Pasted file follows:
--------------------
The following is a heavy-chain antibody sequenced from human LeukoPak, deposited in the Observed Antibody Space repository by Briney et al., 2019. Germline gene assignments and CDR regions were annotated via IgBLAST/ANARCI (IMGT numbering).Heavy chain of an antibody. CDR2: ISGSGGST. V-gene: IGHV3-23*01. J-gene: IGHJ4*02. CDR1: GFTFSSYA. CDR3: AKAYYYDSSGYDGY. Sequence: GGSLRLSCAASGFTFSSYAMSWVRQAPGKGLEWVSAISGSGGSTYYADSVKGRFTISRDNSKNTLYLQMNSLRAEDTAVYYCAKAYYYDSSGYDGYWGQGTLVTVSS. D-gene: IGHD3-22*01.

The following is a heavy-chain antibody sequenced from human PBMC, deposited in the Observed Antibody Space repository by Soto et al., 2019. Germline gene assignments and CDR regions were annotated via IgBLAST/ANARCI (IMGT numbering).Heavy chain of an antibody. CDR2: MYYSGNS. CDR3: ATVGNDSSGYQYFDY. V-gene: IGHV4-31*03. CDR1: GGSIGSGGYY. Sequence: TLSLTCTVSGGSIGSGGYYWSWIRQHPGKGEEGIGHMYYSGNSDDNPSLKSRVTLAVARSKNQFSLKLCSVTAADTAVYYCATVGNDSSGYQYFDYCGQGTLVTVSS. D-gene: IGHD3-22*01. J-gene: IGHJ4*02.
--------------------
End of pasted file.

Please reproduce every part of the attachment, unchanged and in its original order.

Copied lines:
The following is a heavy-chain antibody sequenced from human LeukoPak, deposited in the Observed Antibody Space repository by Briney et al., 2019. Germline gene assignments and CDR regions were annotated via IgBLAST/ANARCI (IMGT numbering).Heavy chain of an antibody. CDR2: ISGSGGST. V-gene: IGHV3-23*01. J-gene: IGHJ4*02. CDR1: GFTFSSYA. CDR3: AKAYYYDSSGYDGY. Sequence: GGSLRLSCAASGFTFSSYAMSWVRQAPGKGLEWVSAISGSGGSTYYADSVKGRFTISRDNSKNTLYLQMNSLRAEDTAVYYCAKAYYYDSSGYDGYWGQGTLVTVSS. D-gene: IGHD3-22*01.

The following is a heavy-chain antibody sequenced from human PBMC, deposited in the Observed Antibody Space repository by Soto et al., 2019. Germline gene assignments and CDR regions were annotated via IgBLAST/ANARCI (IMGT numbering).Heavy chain of an antibody. CDR2: MYYSGNS. CDR3: ATVGNDSSGYQYFDY. V-gene: IGHV4-31*03. CDR1: GGSIGSGGYY. Sequence: TLSLTCTVSGGSIGSGGYYWSWIRQHPGKGEEGIGHMYYSGNSDDNPSLKSRVTLAVARSKNQFSLKLCSVTAADTAVYYCATVGNDSSGYQYFDYCGQGTLVTVSS. D-gene: IGHD3-22*01. J-gene: IGHJ4*02.